The next issue is that you’re talking about feeding and clothing and housing and providing health care and water and sanitation for what the Donald might call a “huuuuge” bunch of people, who knows how many? Three percent of the Syrian population? Hang on … … OK, three percent of the population is 675,000 people, that’s a big city, over half a million … not trivial by any means.

So in practical terms, we’ll only be able to help maybe what, half a percent of the population? That’s about a hundred thousand people, a very large number to feed and clothe and etcetera and we’re only helping half a percent of the population?

Hmmm … its an interesting look at risk/reward to know that our efforts will make almost no difference to the overall Syrian population. Absent building a new city of over half a million, far less than percent of the Syrian population will be able to take advantage. Hmmm …

Anyhow, to start with, it’s gonna take a whole lot of dirt to do that, dirt that is already owned by some luckless Syrians. You gotta go in and give them the news that they’re now in a new temporary country and oh, by the way, did we mention your hundred thousand new neighbors?

And providing housing and septic, that’s the easy part. Give a man a tent, he’s happy for a long time. Give him a hamburger, he’s hungry by nightfall. Feeding the people would be a logistical challenge for sure.

Next, as they say, “If you build it they will come”. If we build a paradise, or at least freedom from bombing, for a hundred thousand … and there are twenty-two million more outside the walls of your paradise, don’t you think there just might be a waiting line of people pounding on the door and demanding admittance?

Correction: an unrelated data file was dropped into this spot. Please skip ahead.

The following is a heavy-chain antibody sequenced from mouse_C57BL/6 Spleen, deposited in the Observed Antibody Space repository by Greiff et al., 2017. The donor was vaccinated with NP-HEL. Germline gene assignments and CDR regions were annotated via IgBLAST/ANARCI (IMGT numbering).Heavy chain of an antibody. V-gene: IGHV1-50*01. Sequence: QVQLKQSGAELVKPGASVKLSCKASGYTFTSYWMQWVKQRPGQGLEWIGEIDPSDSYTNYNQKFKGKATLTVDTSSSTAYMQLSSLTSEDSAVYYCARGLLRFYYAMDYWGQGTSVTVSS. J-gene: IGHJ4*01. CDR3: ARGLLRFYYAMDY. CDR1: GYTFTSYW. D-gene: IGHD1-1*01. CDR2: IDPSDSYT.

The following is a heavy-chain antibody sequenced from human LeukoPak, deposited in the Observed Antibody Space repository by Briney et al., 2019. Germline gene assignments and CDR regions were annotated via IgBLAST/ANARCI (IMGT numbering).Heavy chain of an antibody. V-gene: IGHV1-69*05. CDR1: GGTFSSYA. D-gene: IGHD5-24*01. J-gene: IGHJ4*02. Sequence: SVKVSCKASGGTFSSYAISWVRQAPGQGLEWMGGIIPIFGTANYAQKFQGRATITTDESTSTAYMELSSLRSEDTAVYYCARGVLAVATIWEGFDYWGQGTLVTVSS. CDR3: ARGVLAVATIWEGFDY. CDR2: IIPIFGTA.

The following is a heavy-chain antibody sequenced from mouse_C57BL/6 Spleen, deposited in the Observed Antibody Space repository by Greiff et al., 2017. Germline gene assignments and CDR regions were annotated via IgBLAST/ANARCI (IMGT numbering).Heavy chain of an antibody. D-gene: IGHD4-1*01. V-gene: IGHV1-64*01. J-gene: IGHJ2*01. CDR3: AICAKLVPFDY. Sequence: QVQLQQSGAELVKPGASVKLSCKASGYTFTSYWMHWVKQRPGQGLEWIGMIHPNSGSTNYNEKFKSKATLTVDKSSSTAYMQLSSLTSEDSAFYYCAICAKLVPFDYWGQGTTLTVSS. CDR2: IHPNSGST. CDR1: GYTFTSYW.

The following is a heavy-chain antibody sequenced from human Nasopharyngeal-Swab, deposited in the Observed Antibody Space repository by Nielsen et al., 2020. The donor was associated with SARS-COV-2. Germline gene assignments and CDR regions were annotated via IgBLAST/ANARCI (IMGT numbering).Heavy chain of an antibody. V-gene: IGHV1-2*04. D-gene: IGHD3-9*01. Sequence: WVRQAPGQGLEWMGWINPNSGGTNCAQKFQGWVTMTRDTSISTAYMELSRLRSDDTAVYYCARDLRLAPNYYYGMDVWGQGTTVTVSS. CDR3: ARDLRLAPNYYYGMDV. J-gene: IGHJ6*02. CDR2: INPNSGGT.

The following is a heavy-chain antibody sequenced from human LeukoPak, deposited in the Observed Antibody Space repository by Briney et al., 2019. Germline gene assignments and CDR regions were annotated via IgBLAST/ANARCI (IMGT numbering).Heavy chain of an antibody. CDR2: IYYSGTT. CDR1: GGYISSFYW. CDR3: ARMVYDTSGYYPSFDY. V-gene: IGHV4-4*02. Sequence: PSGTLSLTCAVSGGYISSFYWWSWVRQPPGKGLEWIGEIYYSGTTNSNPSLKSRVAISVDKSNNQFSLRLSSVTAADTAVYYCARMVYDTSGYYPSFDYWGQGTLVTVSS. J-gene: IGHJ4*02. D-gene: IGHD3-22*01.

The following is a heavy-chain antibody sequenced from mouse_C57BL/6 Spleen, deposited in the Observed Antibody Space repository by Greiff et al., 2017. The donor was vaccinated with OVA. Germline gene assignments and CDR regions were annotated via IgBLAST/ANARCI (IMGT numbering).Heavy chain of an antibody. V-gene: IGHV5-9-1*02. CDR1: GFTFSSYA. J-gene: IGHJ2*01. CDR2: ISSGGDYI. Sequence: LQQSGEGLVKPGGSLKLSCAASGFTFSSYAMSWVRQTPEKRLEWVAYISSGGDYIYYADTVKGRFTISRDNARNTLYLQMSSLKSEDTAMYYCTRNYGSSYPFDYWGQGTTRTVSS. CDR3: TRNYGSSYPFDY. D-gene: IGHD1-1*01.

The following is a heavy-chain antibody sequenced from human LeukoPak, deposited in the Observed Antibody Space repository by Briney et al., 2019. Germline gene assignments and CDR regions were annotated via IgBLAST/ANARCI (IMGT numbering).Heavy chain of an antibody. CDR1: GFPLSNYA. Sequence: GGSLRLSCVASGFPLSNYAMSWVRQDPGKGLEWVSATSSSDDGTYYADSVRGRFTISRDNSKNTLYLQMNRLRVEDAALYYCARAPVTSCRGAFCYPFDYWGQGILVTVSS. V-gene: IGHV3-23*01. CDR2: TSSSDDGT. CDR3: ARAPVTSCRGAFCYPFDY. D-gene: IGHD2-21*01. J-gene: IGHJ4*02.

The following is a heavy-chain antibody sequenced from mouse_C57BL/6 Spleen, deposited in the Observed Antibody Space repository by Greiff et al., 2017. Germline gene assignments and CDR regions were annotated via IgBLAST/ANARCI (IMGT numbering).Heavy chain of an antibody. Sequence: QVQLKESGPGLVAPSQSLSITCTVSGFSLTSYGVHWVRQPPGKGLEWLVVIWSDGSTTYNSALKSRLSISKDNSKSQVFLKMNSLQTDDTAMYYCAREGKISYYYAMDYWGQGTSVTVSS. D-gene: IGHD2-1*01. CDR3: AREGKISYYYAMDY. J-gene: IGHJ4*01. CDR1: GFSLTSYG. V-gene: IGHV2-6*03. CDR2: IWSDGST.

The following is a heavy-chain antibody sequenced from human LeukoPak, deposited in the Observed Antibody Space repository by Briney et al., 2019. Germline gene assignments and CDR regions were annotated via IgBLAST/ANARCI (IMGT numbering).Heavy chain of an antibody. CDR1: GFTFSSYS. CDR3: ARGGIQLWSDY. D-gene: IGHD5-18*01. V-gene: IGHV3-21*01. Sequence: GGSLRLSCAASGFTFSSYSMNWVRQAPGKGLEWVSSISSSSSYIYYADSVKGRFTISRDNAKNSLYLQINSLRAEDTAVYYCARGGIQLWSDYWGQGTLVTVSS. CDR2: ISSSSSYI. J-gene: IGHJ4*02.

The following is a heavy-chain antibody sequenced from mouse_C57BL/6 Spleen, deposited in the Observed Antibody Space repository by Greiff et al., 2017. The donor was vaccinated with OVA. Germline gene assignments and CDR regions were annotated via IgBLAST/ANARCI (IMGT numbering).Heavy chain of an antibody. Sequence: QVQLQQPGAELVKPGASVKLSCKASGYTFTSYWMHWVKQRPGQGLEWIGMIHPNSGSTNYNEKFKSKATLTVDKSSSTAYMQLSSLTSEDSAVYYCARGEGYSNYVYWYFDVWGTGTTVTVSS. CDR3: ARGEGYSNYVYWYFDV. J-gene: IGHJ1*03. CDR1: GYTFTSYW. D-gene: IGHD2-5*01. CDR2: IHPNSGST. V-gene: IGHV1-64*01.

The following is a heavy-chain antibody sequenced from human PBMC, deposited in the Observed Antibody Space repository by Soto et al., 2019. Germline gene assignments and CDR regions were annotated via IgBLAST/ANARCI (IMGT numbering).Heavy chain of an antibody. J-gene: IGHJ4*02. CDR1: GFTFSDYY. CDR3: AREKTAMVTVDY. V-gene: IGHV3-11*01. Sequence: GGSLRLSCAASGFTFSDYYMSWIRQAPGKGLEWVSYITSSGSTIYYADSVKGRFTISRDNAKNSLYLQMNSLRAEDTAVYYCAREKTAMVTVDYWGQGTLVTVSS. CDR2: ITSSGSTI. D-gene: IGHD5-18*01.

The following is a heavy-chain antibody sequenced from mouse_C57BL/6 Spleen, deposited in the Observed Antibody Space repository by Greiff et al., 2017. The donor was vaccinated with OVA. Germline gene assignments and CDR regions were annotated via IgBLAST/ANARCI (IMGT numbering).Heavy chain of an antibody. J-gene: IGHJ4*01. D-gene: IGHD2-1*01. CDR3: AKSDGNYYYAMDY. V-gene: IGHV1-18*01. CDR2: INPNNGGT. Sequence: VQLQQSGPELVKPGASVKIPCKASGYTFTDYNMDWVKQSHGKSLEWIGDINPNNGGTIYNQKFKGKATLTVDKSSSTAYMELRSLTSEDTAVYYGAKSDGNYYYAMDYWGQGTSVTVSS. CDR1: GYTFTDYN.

However, that’s all just logistics, and as such is demonstrably solvable in theory. Lots of thorny practical issues in there, might have to be much larger than we think, but they are challenges that can be met. Not easily, not cheaply, but it can be done.

The real question is one I only learned to ask later in life, viz:

What is the exit strategy?

I mean, how long will this last? No longer than the money lasts, presumably. And what will happen to it then? Will the doors be opened and Assad the Syrian lion lay down with the lamb and do him no harm? Mmmm … not. Assad will want to punish those who fled. Count on it.

Or will the American taxpayer be left footing the bill for perpetual air support since we’re unwilling to hand the people over to Assad the Syrian lion?

Or will it persist, and find some donors, and put together some primitive economy, and exist in some semi-parasitic half-life until it thinks of itself as its own country, the Free Syrian Republic?

Or will the people of the other countries of the world take them in? Many countries are already over-run with mostly young male Syrian refugees who are already creating large social strains in their new homes. I don’t see any groundswell of Western countries willing to take in large numbers of Syrians. The first wave has pretty much poisoned that well.

Plus the Russians don’t want them, they have more Muslim problems than they can handle already. And the other Muslim countries in the region have taken in few Syrian refugee to date, they’re laughing their okoles off at the problems Syrian refugees are causing in Europe, they won’t take any more Syrian refugees. Turkey and the neighboring states have enough to do with border crossers and Saudi Arabia wants nothing to do with them. Fuggeddaboudit, not even for the Donald would they do that. That’s the only reason why the Gulf states would be willing to put up the money in the first place, to NOT have to deal with Syrian refugees.